As a former bookseller I’m delighted that some bookshops have been able to re-open despite the massive constraints they find themselves under. Heaven knows how they are going to manage with social distancing, hand sanitisers, masks and having to quarantine books every time they are touched. Like many browsers I spend time leafing through books, putting them back, sorting through shelves and, in quite a few cases, coming away having not made a decision – and NO it isn’t so I can find it cheaper on line!
In a Guardian article on Sunday 14 June (‘Now wash your hands: Ripon’s indie shops brace for the big reopening’), Donna Ferguson featured an Indie bookshop in the town coincidentally called The Ripon Bookshop. Owner Gill Edwards has been keeping going offering free deliveries of books to local customers and hosting book club meetings via Zoom. Obviously sales are down, but she’s confident they can still make a huge difference locally, even though they are fighting the big online sellers.
So support the open bookshops – they deserve it.
After monitoring the situation carefully, Reed Exhibitions announced today that The London Book Fair 2020, scheduled to take place next week, has been cancelled following the escalation of COVID-19 Coronavirus. By today several of the large exhibitors including Hachette, HarperCollins, PanMac, Penguin and Amazon had already pulled out of the show. Reed’s press statement reads:
‘The effects, actual and projected, of Coronavirus are becoming evident across all aspects of our lives here in the UK and across the world, with many of our participants facing travel restrictions. We have been following UK government guidelines and working with the rolling advice from the public health authorities and other organisations, and so it is with reluctance that we have taken the decision not to go ahead with this year’s event.
We recognise that business has to continue. With this in mind, we will of course support and collaborate with exhibitors and visitors to keep our world moving during this difficult period. We thank all those from the UK and a multitude of other countries who have prepared over the last year to deliver what promised to be a wonderful book fair showcasing, as ever, the exciting best of the global book industry. The London Book Fair will return, better than ever, in 2021.’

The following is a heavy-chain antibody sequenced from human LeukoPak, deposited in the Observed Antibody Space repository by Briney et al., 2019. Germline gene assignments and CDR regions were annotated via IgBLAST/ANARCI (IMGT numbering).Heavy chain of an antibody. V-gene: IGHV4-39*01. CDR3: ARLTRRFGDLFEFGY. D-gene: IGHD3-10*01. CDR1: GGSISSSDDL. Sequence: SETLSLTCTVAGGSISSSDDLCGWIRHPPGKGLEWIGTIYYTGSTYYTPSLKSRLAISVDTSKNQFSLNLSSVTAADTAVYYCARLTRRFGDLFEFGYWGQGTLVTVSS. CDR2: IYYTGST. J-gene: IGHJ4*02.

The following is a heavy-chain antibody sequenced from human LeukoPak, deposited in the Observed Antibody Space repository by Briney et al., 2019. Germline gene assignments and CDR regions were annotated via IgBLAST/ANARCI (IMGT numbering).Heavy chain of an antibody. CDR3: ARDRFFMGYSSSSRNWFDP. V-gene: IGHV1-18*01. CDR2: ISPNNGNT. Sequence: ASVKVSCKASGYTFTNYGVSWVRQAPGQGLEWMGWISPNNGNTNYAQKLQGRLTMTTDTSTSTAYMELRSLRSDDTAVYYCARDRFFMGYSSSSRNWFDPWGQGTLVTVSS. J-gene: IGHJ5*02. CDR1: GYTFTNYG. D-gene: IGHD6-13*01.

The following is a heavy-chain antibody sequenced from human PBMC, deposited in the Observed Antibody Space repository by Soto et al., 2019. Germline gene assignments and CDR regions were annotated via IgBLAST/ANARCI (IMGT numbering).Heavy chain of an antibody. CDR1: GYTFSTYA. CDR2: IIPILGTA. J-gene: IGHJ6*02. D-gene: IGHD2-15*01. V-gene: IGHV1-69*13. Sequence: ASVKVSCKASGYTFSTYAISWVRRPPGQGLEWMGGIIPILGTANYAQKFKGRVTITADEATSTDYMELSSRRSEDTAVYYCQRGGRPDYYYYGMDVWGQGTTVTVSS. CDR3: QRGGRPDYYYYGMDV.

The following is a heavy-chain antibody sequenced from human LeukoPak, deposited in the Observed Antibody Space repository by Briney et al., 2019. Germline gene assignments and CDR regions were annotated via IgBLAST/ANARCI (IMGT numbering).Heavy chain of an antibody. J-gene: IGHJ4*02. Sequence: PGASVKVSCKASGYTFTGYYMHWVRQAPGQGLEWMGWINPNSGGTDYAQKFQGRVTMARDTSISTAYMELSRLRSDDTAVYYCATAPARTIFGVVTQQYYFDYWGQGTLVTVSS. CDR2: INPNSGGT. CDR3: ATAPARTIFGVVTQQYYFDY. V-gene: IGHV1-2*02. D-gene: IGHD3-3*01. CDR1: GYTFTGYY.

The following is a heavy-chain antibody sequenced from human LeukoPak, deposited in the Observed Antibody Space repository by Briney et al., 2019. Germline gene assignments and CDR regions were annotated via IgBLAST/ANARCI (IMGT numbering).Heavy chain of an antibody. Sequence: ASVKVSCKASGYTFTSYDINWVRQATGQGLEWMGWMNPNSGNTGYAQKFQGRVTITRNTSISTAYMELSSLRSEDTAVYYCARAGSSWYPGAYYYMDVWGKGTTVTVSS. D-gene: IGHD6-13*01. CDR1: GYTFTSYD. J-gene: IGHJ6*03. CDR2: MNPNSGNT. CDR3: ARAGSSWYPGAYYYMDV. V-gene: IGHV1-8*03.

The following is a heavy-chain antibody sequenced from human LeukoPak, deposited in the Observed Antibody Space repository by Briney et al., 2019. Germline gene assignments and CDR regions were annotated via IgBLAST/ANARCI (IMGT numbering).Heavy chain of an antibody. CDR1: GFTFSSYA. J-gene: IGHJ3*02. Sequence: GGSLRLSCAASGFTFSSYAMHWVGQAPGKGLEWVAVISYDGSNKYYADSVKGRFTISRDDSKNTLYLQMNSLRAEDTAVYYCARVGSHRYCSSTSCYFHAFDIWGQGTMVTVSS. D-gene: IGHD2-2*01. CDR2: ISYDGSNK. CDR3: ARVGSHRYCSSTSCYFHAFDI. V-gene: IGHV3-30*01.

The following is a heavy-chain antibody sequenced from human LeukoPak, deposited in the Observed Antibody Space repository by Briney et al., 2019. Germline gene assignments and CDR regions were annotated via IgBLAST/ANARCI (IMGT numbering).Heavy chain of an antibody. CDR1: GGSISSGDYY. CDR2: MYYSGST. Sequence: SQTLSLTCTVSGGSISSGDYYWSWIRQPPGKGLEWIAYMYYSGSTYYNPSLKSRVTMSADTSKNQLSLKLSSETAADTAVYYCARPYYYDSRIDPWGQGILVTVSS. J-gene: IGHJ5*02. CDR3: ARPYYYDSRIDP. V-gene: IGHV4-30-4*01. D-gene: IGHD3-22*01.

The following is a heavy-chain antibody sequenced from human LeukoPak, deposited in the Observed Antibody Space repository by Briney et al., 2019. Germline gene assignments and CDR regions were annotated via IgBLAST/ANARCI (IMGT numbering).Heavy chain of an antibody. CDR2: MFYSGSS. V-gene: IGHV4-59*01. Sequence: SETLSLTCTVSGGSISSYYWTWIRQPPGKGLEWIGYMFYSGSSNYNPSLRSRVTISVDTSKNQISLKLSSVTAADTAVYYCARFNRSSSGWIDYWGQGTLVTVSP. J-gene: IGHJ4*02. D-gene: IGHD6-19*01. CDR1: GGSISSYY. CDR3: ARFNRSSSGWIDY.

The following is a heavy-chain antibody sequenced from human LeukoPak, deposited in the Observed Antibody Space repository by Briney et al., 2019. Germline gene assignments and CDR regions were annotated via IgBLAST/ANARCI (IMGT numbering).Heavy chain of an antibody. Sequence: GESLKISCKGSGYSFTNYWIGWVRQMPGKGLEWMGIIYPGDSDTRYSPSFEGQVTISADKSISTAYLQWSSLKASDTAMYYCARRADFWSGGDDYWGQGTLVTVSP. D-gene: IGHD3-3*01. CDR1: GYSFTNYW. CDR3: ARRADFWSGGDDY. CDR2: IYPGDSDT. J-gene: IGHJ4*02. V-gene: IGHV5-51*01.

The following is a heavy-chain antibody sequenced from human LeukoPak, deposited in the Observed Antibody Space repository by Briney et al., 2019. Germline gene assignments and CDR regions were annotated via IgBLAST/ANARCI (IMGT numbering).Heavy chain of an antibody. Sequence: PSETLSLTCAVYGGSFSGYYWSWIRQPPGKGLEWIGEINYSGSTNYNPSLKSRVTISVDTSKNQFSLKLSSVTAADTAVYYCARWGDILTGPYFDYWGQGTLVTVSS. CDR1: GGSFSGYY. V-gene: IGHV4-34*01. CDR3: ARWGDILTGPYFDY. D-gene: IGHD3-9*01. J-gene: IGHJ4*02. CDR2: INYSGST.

This week I’m celebrating, for the 15th year, the life and work of my friend and mentor Rudi Holzapfel.
Rudi died of cancer on 6 February 2005 and it seems the time has passed so quickly. He was a wonderful, caring and talented man. I first met him when we worked together in a bookshop – me because I was just starting my career, Rudi because he needed to work while preparing his PhD on the works of James Clarence Mangan.
At the time I had never met anyone who said they were a poet. I came to know him very well both at work and outside when we were able to escape the draconian clutches of the shop owners. I was fascinated by how and what he wrote and was fortunate to witness his work first hand when he wrote a poem ‘The Employee’ based on my work in the store. I still have the original written on a sheet of brown wrapping paper. It was published in the The Penguin Book of Irish Verse (1970) and has even been set to music – how and to what end escapes me.
He mentored me, critique my writing and pushed me to that goal. As I browse through my collection of his published works I’m saddened that such a great talent has gone for good. But he leaves behind a wealth of wonderful material. Books and audio readings by Rudi can be found at rudiholzpafel.com